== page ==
The W 25 K sports car not only looked beautiful, it also impressed with its extraordinary performance data. The six-cylinder engine designed by Ferdinand Porsche achieved 85 hp thanks to its supercharger, more than twice the output of the W 40, also presented in 1936, with the same engine, but without a supercharger. The modern, American-influenced design was derived from the Wanderer W 51, also presented in 1936.
The Wanderer brand name, which is now part of Audi, was first seen in 1911 on road cars for the 1912 model year. The company dates back to 1896 and they built cars until 1941 and military vehicles until the end of the war. But it became part of Auto Union in 1932. As Audi is the only surviving member of Auto Union, this marque sort of lies dormant somewhere in Audi’s basement.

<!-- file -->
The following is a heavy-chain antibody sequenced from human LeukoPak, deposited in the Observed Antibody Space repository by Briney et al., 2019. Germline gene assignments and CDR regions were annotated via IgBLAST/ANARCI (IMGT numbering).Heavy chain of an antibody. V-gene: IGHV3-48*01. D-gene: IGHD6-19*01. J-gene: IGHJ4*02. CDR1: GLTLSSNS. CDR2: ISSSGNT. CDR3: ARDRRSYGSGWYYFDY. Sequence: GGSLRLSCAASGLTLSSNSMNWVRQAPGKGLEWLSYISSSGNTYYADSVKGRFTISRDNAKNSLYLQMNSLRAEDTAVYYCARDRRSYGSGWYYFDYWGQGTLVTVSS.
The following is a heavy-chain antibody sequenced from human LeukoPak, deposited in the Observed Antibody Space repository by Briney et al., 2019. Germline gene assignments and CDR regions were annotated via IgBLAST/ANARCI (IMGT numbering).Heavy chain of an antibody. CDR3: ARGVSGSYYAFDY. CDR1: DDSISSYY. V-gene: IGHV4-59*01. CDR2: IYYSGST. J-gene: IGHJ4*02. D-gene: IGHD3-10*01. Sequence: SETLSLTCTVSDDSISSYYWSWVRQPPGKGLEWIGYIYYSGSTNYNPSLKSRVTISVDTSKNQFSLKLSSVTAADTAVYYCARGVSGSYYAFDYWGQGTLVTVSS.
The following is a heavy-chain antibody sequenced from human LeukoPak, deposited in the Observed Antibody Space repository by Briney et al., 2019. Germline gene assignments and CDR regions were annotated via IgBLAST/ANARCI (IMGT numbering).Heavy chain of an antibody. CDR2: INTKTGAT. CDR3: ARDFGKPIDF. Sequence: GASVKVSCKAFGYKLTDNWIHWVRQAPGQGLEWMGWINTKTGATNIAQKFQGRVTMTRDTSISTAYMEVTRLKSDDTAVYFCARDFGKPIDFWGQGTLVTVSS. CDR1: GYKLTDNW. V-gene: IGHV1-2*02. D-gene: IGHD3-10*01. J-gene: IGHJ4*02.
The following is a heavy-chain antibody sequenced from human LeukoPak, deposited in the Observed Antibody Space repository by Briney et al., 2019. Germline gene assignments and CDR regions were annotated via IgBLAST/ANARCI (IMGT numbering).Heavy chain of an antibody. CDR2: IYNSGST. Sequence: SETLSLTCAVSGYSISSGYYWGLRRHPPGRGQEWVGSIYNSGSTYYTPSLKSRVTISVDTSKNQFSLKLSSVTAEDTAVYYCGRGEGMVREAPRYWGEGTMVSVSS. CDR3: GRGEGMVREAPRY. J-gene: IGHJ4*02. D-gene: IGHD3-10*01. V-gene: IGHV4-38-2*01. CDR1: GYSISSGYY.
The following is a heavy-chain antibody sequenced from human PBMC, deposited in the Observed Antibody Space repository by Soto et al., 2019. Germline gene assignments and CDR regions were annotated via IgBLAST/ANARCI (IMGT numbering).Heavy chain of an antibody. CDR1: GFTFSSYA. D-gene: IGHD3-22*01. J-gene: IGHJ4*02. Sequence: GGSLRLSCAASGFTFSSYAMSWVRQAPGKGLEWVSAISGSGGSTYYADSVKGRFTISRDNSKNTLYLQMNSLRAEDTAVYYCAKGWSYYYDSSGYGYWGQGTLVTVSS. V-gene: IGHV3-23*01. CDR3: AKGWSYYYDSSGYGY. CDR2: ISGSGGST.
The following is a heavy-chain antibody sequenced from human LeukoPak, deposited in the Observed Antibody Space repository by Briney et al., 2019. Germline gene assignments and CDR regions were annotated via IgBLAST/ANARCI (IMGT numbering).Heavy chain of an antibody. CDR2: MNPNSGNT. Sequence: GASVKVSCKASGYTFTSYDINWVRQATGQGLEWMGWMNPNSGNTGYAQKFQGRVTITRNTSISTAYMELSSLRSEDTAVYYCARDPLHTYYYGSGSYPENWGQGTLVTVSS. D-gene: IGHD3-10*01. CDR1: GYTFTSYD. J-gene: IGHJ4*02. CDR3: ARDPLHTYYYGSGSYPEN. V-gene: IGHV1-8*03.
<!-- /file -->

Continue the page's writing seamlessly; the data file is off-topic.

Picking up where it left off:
Wanderer wanted be a competitor to BMW’s successful 328 so they contracted with Porsche to design a beastly engine. And that’s just what he did. The 2.0-liter straight-six was supercharged in W25 K form and put out 85 horsepower. The top speed was 90 MPH.
Only offered for three years (1936 through 1938), the W25 K was sold in low numbers – only 258 were built, the final 37 of which were sold as “W25” – without the supercharger. It’s a very stylish car and one that doesn’t come up often. It’s every bit as sporty as a BMW 328 and a lot less common.